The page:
4 Charlotte Mason Philosophies Adaptable to any Homeschool

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One of biggest benefits of homeschooling is the freedom to explore a variety of homeschooling styles and meld them to create the perfect blend for your unique family. In addition to there being many unschooling concepts even school-at-home families can use, there are many aspects of the Charlotte Mason style that will mesh well other schooling methods.

Charlotte Mason was a 19th century educator who believed that children are intelligent, capable learners who benefit from real-life experiences, short lessons, and free afternoons.

Try these four Charlotte Mason philosophies to see if they work for your family:

1. Nature study.

Charlotte Mason was very clear regarding her thoughts on being out in nature, saying,

"Never be within doors when you can rightly be without." 

Ms. Mason’s thoughts are quite contrary to today’s culture in which it seems that children are rarely outdoors. Regardless of your homeschool style, most parents would agree that it benefits children to be outside. Encourage your children to spend some time in nature study, which can be easily adapted to many homeschooling styles, from casual observation to themed studies.

Many families may begin to shy away from nature study as children reach the middle and high school years. However, there is no need to abandon the practice in favor or more serious science study. Rather, daily or weekly time outdoors can supplement your student’s science curriculum. Additionally, with older students, more adventurous excursions, such as snorkeling, rock climbing, or cave exploration, can take the place of simple backyard studies.

Practical application: Ensure that your children have daily free time outside as often as the weather permits. Encourage nature study at least once a week, either by making casual observations during your time outdoors or with a specific concept in mind, such as observing the variety of birds attracted to your backyard feeder or visiting a local pond to study its plant and animal life.

2. Short lessons.

Charlotte Mason espoused the idea of short lessons, which require more focus and allow for greater variety. No matter your education style, this concept is important for young children whose attention spans are not quite ready for longer lessons.

Older students, particularly those in high school, are often expected to spend more more time on each lesson. However, with focused attention and one-on-one help when needed, even the lessons for most high school students can be covered in much less time than the typical 45 minutes.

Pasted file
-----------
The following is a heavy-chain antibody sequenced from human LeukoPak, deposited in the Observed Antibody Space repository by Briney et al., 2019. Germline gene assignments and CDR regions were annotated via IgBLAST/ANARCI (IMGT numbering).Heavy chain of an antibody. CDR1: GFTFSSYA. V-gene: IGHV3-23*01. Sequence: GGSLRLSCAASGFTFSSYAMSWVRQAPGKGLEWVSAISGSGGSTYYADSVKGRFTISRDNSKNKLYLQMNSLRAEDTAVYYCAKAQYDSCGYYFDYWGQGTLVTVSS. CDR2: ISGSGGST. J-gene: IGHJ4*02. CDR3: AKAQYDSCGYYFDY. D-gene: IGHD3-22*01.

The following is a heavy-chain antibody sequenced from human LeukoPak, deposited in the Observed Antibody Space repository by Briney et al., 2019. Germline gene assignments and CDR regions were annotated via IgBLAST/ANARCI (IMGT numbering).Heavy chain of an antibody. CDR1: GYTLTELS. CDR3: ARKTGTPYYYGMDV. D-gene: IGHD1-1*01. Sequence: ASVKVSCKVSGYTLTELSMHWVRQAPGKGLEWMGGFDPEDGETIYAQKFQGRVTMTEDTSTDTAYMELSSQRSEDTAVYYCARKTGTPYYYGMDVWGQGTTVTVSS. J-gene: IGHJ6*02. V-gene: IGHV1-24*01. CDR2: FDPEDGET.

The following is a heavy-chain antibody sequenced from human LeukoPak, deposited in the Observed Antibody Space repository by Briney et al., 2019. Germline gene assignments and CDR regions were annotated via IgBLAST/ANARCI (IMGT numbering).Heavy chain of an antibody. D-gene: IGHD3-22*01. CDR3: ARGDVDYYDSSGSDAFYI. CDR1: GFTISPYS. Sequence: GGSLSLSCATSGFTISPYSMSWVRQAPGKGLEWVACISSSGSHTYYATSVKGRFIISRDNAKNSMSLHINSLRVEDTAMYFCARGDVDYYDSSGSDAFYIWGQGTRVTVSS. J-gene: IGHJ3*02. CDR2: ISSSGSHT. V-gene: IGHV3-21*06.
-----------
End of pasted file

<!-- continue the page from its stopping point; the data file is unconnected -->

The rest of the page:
Practical application: Use short bursts of focused attention to add variety to your student’s school day. For example, instead of expecting her to focus for an hour on grammar (or allowing her to dawdle over it that long), spend 15 minutes going over spelling words, 10 minutes on vocabulary, 15 minutes on copywork (covering grammar and handwriting), 10 minutes on poetry, and 10 minutes on journaling.

3. Handicrafts.

Ms. Mason recommended that children be taught handicrafts, which likely included the practical skills required for running a household in her time, such as sewing or knitting. We could expand this concept to include a variety of skills that homeschooled students will rely on as they move into adulthood – life skills.

Such skills could include:

  • Crochet, embroidery, or quilting
  • Cooking
  • Housekeeping
  • Auto maintenance
  • Woodworking
  • Gardening

The concept of teaching children handicrafts or life skills is clearly one that can be applied across the board, no matter a family’s homeschooling style.  

Practical application: Teach your children basic household chores, such as laundry or preparing meals, as a part of your everyday life. Introduce other handicraft skills, such as sewing, woodworking, or knitting, as part of your school day and allow time for your children to continue to pursue those for which they discover a particular skill or interest.

4. Living books

According to SimplyCharlotteMason.com:

“Living books are usually written by one person who has a passion for the subject and writes in conversational or narrative style. The books pull you into the subject and involve your emotions, so it’s easy to remember the events and facts. Living books make the subject ‘come alive.’”

So, rather than learn about whales, for example, from a paragraph or two in a textbook or encyclopedia, a student might read an engaging book about them written by a marine biologist passionate about the study of whales.

I make a habit of regularly including captivating biographies, well-written historical fiction, and exciting period literature in our homeschool day. My oldest child and I have never forgotten reading Johnny Tremain while studying the American Revolution. It captured the daily life of the period and brought the key players to life in a way a textbook never could.

Practical application: Chose a great biography and/or an engaging historical fiction for each of your major topics of study this year. For example, if you’re studying pioneers, you might choose to read a biography of Daniel Boone, along with a Little House on the Prairie book.

You don’t have to go all-or-nothing to enjoy the benefits of a particular homeschooling style. Explore the concepts unique to each and incorporate the ones that are a good fit for your family into your personal homeschool approach.